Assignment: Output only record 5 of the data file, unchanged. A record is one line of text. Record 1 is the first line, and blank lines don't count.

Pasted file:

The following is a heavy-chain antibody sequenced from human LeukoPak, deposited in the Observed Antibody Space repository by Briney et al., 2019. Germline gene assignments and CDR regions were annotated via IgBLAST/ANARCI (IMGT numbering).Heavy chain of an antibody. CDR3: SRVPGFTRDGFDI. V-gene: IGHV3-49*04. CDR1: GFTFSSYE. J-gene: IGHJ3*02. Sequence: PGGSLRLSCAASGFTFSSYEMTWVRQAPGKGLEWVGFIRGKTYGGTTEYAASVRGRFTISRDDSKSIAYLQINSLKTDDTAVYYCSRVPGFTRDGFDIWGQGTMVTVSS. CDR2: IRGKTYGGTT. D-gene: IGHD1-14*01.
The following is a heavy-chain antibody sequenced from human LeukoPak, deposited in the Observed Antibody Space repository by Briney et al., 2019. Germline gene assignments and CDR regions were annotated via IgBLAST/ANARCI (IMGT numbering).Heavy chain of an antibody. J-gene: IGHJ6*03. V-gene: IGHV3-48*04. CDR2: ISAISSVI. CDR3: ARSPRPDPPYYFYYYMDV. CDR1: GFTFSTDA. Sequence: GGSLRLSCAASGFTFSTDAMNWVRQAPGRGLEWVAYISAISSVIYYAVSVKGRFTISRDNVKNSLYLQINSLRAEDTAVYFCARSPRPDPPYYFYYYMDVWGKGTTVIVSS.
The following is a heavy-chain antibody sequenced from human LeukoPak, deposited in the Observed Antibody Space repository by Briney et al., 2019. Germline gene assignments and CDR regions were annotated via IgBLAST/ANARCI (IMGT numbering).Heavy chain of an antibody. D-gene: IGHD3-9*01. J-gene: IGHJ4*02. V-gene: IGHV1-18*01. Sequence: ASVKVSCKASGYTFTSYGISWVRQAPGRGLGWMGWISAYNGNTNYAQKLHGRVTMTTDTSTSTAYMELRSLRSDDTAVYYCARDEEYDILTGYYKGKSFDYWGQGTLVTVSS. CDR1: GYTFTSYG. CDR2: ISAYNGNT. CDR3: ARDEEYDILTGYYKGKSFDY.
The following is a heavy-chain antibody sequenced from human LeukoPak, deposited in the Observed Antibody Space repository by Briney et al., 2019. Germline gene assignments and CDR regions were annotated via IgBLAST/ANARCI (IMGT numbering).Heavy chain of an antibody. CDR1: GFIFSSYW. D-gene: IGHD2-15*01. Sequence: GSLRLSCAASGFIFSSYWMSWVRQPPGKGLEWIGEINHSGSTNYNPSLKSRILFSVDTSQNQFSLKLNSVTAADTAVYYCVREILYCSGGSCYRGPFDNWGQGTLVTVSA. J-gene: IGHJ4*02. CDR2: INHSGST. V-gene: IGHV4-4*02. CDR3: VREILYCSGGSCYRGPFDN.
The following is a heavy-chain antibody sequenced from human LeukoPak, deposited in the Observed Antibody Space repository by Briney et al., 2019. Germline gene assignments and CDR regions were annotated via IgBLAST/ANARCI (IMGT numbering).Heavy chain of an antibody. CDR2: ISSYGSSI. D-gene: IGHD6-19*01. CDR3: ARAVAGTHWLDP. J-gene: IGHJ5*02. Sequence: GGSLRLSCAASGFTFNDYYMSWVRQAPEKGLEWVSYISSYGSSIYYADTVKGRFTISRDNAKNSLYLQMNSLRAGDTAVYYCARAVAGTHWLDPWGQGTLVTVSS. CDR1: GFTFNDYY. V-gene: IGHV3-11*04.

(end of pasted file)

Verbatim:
The following is a heavy-chain antibody sequenced from human LeukoPak, deposited in the Observed Antibody Space repository by Briney et al., 2019. Germline gene assignments and CDR regions were annotated via IgBLAST/ANARCI (IMGT numbering).Heavy chain of an antibody. CDR2: ISSYGSSI. D-gene: IGHD6-19*01. CDR3: ARAVAGTHWLDP. J-gene: IGHJ5*02. Sequence: GGSLRLSCAASGFTFNDYYMSWVRQAPEKGLEWVSYISSYGSSIYYADTVKGRFTISRDNAKNSLYLQMNSLRAGDTAVYYCARAVAGTHWLDPWGQGTLVTVSS. CDR1: GFTFNDYY. V-gene: IGHV3-11*04.